The Freo Alternative is a ground-breaking new approach to infill housing in suburban areas. It provides an alternative option to landowners, without impacting or changing the current zoning or density.
What is the background?
The WA State Government has set density targets across the metropolitan area to cater for population growth and limit urban sprawl. However, poorly planned or inappropriate infill developments are often unacceptable to local residents and may not meet the housing needs of the community.
With this in mind, the City of Fremantle asked the community in 2016 to ‘think big about small housing’ and alternatives to traditional infill dwellings. Community members were generous with their time and ideas, and established eight themes to carry forward when thinking about smaller housing. A Local Planning Scheme amendment (Amendment No. 63) and local planning policy were advertised for community comment at the end of 2017 based on these themes.
On 28 March 2018 the City of Fremantle Council gave its approval to the ‘Freo Alternative’ scheme amendment and accompanying planning policy. The scheme amendment was subsequently forwarded to the Western Australian Planning Commission (WAPC) for final assessment and a decision from the Minister for Planning and Transport. On 12 February 2019, the ‘Freo Alternative’ amendment was published in the Government Gazette, soon after being signed off by the Minister.
What are the planning requirements?
The Freo Alternative provisions apply in specific sections of White Gum Valley, Hilton, O'Connor, Beaconsfield and Fremantle. In general, the provisions include:
• Only applies to lots larger than 600 square metres.
• New dwelling(s) to have a maximum floor area of 120 square metres.
• Maximum of three dwellings on lots of 750 square metres or less.
• Minimum of 30 square metres of outdoor living area per dwelling.
• Developments to have higher than standard energy efficiency ratings.
• 70 per cent of the entire development site to be open space, with some variation allowed to 60 per cent open space.
• At least one mature tree to be retained or planted.
• A maximum of one parking bay per dwelling.
• All developments to be referred to the City’s Design Advisory Committee to consider design quality.
A 5 year sunset clause applies to Freo Alternative provisions in the planning scheme, meaning they will no longer form part of the City's planning scheme after 12 February 2024.
Where can I find further information?
For more information, please see the City's My Say Freo website: Freo Alternative.
Ancillary dwellings (granny flat)
An ancillary dwelling is a small self-contained accommodation on the same lot as the primary house. Ancillary dwellings are commonly referred to as ‘granny flats’.
The Residential Design Codes of WA (R-Codes) allow for one ancillary dwelling to be provided for on a given single house lot, subject to specific criteria being met, with no occupancy restrictions. Planning approval may be required for such a development. It is important to note that if a site includes common property it is not considered to be a 'Single house', rather it is defined as a ‘Grouped Dwelling’ (e.g. a town house), and consequently an ancillary dwelling on the lot is not permitted under the R-Codes.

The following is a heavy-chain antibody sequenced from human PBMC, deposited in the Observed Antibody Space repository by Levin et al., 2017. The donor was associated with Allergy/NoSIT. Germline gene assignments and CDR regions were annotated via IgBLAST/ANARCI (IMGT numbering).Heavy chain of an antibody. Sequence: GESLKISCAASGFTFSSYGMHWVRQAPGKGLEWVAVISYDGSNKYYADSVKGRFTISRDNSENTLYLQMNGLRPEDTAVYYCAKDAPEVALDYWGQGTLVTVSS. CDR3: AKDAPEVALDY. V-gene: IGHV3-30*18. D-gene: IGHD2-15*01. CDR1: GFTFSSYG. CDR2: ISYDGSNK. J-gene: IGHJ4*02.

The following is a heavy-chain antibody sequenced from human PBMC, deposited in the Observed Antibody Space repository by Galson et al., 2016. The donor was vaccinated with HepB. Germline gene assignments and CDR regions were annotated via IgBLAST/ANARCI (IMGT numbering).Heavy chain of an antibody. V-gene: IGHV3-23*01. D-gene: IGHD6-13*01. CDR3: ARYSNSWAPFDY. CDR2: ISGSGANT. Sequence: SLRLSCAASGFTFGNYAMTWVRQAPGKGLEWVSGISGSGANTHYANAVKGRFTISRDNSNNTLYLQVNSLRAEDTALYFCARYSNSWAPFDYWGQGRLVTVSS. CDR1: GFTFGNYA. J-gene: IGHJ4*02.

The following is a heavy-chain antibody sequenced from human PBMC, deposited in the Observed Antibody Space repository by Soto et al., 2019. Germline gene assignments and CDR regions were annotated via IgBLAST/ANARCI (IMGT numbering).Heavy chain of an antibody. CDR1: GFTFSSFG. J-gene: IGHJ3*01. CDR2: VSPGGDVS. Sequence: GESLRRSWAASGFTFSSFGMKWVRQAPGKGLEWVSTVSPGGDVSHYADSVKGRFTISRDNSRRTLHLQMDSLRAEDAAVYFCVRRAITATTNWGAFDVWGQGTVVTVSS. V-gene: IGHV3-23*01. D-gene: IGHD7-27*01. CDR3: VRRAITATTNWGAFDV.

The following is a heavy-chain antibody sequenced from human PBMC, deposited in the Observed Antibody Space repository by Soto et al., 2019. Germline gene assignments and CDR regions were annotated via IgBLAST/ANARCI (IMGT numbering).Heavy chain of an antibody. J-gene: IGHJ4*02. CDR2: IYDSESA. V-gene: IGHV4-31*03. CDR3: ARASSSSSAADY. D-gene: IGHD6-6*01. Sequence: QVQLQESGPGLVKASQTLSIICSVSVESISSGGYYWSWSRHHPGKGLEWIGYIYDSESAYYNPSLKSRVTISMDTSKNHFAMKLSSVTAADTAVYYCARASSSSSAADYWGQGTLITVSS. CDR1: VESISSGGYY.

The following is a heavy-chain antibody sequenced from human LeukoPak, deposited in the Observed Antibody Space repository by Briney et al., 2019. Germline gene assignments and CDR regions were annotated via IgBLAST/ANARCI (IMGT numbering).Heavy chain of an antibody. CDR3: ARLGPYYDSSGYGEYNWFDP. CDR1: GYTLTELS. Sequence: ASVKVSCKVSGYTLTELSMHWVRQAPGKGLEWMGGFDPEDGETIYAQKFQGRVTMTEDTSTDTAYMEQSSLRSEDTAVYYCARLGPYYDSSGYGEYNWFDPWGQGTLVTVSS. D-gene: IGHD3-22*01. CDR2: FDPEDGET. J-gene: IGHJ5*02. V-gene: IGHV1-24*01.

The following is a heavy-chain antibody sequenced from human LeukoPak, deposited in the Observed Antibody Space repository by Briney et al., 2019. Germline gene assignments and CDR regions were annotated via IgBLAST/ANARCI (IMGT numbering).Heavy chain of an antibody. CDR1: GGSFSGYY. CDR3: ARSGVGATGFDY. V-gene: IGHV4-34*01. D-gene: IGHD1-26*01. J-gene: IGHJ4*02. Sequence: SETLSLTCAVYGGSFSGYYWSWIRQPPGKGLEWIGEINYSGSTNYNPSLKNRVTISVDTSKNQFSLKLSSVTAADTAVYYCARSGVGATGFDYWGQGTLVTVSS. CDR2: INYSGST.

For more information on ancillary dwellings please see the Western Australian Planning Commission's Residential Design Codes.
What other approvals would be needed?
If an ancillary dwelling proposal qualifies as a development that does not require planning approval, then only a building permit is required. Generally speaking, this would mean that a development proposal would need to comply with the R-Codes as well as any relevant City of Fremantle local planning policy to be considered exempt from requiring planning approval. There are also additional requirements for development on properties in Heritage Areas and those which are included on the City’s Heritage List. Please speak with the City’s Planning Services team who can provide further information on planning approval requirements.
Otherwise, if an ancillary dwelling proposal is not exempt from the requirement to obtain a planning approval, then planning approval and a Building Permit are required. Information in relation to Building Permits can be obtained by contacting the City’s Building Services department.
Can an existing building be converted into an ancillary dwelling?
Yes, potentially. In general, there are no specific restrictions on materials or type of construction for an ancillary dwelling. However, a converted building would still be required to meet the relevant Australian Standards, Building Act 2011 and other health legislation requirements.
For further information on the planning requirements of ancillary dwellings, you can contact the Duty Planner on 08 9432 9999 or email firstname.lastname@example.org.
City of Fremantle
70 Parry Street, Fremantle
T 08 9432 9999
F 08 9430 4634